The Demise of the Triangular Mix: Why Has it happened?

In Alan Moore’s excellent paper with Ruth Dockwary, he discusses the demise of what he calls the ‘Triangular’ mix – which has been replaced by the ‘diagonal’. To get an understanding of this, listen the ‘The Wind Cry’s Mary’ by Jimi Hendrix. Note how the drums are panned hard right – while the vocals are panned hard left.

This can also be heard in ‘If 6 was 9’ by Hendrix. This time the vocals and drums are hard left, while the guitar is hard right.

Some basic listening would reveal that there are countless mixes of this type during the 60s, but as Moore’s paper reveals – slowly but surely it has been replaced by the ‘diagonal mix’ – where the vocals, bass and drums tend to be central – with other other instruments such as guitar and keys panned either side. A great example of this is the 1972 hit by Argent – ‘Hold Your Head Up’

This type of mix has become common place in popular music – the question is why? I have heard a number of reasons for this – including

  • Many 60s desks had no pan controls – only left- middle and right switches
  • Triangular Mixes are easier to move to mono
  • The emergence of headphone listening: a hard panned bass guitar for example can sound horrible via bud earphones

Diagonal mixes sound louder on Radio -see the loudness wars

It is interesting to listen to contemporary bands who are influenced by the 60s – who seem to take on all the stylistic influences – aside from the mix. For example listen to the example below –

I would be interested in any  examples of contemporary bands who are brave enough to use a  triangular mix – please message below. For a podcast of the full lecture – see below

About Paul Carr

Academic working at the University of Glamorgan
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4 Responses to The Demise of the Triangular Mix: Why Has it happened?

  1. G.H.Bone says:

    I’d always assumed that the reason was largely an aesthetic one. When stereo players began to appear, the musicians and producers wanted to make the most of the new technology. Suddenly, instead of all sounds coming through a single speaker, you got one sound coming from one speaker and another from the other. This added a measure of drama, but above all was a novelty. I had an uncle who bought a stereo and was so proud of it that he would play records of trains where the chuff-chuff started in one speaker and moved to the other. We were invited to marvel at the illusion of a train “going” from one side of the room to the other. Indeed, some of these “triangular” bands your refer to began to experiment a bit with instruments or vocals moving in the stereo image (the bass, for example, might be central in the introduction and then shift left for the first verse).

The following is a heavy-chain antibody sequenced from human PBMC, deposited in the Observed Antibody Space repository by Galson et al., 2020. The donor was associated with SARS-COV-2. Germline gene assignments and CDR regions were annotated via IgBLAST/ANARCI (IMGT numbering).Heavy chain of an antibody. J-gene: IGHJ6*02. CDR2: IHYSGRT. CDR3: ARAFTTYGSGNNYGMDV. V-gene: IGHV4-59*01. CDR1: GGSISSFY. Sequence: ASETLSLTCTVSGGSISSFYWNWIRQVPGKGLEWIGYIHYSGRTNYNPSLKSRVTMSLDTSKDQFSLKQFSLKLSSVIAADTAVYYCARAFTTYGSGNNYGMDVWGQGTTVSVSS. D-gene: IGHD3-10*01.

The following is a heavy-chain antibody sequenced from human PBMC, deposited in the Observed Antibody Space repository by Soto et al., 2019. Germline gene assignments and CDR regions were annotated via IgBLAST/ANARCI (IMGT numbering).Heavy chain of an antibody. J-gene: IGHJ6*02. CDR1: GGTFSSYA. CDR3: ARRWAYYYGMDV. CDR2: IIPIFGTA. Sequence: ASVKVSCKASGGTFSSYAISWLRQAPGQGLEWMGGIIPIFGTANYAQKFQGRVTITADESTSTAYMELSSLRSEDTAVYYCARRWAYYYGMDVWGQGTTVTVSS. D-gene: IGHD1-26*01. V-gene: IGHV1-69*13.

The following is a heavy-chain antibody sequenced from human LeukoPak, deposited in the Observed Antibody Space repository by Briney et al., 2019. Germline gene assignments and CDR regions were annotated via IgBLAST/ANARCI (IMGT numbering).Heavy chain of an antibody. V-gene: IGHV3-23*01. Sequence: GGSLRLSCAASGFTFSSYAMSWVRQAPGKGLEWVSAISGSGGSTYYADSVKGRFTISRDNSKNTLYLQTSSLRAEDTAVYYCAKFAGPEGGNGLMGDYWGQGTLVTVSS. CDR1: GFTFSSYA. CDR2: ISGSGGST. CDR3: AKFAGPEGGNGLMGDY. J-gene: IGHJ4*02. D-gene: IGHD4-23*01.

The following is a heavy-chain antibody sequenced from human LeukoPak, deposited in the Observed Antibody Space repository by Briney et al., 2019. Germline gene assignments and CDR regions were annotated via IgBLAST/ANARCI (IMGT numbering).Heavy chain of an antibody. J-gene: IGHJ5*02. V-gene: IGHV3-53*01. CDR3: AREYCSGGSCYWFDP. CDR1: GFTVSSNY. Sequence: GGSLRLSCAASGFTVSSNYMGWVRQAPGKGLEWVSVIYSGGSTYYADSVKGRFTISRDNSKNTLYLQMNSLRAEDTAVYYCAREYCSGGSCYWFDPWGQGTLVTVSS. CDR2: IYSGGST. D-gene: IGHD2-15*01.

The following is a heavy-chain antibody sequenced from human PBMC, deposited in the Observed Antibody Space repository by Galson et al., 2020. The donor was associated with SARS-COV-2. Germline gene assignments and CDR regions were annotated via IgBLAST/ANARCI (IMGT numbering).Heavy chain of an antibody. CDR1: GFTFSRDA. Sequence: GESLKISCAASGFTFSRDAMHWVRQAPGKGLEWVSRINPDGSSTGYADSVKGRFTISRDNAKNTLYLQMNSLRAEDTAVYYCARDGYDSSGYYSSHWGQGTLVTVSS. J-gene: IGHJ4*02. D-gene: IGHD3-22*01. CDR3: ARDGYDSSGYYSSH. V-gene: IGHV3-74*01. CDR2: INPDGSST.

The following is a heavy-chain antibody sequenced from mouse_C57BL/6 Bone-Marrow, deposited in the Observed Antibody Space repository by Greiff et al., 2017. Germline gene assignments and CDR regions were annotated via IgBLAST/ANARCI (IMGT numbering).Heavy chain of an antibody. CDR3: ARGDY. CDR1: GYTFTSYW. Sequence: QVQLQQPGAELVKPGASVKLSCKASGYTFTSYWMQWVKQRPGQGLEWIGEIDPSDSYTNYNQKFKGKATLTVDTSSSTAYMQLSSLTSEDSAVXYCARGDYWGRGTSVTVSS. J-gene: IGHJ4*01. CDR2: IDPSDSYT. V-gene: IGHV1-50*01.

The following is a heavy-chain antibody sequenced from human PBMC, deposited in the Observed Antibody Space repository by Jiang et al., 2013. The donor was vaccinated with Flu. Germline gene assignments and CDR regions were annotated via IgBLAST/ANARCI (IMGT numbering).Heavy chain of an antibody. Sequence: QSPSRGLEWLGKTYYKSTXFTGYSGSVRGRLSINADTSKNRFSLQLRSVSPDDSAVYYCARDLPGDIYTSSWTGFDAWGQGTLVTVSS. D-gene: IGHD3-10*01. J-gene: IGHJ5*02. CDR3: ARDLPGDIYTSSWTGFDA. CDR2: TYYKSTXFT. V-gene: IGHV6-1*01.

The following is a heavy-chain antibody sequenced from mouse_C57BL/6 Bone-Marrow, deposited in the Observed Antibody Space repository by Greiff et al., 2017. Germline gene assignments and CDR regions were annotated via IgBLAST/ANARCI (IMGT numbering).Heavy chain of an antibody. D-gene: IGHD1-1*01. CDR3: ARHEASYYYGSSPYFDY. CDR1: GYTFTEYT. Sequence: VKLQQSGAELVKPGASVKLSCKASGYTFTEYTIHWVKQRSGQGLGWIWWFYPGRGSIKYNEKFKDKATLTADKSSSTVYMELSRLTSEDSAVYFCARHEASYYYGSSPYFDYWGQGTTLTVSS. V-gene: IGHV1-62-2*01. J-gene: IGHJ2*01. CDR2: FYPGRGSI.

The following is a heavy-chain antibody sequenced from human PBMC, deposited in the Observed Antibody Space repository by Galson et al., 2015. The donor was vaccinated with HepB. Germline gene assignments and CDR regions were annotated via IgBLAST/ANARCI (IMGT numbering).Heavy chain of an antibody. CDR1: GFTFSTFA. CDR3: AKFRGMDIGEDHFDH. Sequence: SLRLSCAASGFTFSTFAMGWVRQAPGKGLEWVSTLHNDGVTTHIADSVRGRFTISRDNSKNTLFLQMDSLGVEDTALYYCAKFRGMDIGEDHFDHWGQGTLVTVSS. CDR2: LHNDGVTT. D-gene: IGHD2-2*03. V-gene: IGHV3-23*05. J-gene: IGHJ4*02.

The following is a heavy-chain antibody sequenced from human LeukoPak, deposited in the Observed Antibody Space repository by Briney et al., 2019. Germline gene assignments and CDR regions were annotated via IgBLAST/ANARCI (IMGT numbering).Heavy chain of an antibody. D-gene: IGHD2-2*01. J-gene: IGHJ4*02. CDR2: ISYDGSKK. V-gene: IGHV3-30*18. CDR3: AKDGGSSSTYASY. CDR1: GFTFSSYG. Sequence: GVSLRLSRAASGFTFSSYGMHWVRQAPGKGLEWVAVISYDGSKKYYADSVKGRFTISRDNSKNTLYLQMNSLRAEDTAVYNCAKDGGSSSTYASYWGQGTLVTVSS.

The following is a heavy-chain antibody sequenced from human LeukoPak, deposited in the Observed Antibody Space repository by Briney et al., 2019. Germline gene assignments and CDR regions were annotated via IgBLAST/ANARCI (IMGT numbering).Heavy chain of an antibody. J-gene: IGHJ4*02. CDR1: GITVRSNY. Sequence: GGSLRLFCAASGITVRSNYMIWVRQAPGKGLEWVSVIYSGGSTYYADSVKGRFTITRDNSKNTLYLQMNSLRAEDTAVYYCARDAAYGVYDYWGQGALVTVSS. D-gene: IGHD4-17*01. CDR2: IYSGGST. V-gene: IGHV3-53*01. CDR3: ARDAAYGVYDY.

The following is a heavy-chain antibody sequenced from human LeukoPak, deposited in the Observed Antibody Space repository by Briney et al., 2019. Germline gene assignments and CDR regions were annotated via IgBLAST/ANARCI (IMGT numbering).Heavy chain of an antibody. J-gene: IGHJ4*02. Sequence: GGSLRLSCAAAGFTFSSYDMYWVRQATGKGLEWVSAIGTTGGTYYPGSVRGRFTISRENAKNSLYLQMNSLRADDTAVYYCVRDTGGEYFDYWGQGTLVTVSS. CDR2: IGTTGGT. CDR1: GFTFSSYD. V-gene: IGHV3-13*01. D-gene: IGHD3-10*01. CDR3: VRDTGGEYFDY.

But, I think, that once the novelty of this had worn off and probably with the influence of producers who also worked with orchestras (where the impetus was to provide a realistic “stereo picture” of an orchestra on stage), and with the invention of more affordable and more sophisticated hi-fi equipment, musicians wanted to use the possibilities of stereo with more refinement. Vocals and bass central, guitars slightly left and right, keyboards and other instruments perhaps slightly more left and right. Incidentally there was a vogue at one time for drums to have multiple pick-ups so that while the other instruments stayed in one place, different drums and cymbals would be scattered across the stereo “image”. This was very effective but perhaps became a little hackneyed.

    I remember conversations with knowledgeable friends where they would speak with affectionate condescension of those “primitive” early stereo albums. They would, moreover, often judge the mono releases (in the days when both a mono and stereo album would be released) as superior.

    Of course another consideration is that a basic rock set up – bass, drums, one or two guitars, vocals, perhaps even a keyboard – can work quite well in a triangular setting, those groups that included more instruments needed to make better use of the panning possibilities available to them.

    So, as I say, my guess is that the change came about as a result of artistic decisions by the musicians, producers and technicians, and by the changing tastes of the general public once stereo reproduction became standard.


  2. Paul Carr says:

    Thanks for the useful comments – very interesting. I have have had a look at your site – really good.


  3. Thanks for that Paul. A couple of years ago I did a music tech course, and the first lesson started with the assertion that ‘the bass goes in the middle’. It didn’t make me popular when I pointed out that this didn’t seem to be the case in some of the music I liked most. It seemed too early to seriously contest the point, and I never have since, but I am going to try some recording explicitly based on the triangular idea and see if the change is interesting.

    The justification I’ve encountered for the diagonal mix, however, seems to make some sense to me. This is that, bass waves being bigger (including the ones from the bass drum, of course), they take up more physical space on the stereo spectrum than do higher ones. And if the bass is especially big – as it now nearly always is – then a triangular mix would give the listener the impression of being in a very funny shaped room.


  4. Paul Carr says:

    I would be interested in hearing your experiments. I can’t find a single example of a ‘modern’ track that uses them. I actually really love the early Hendrix records for example – great sound.


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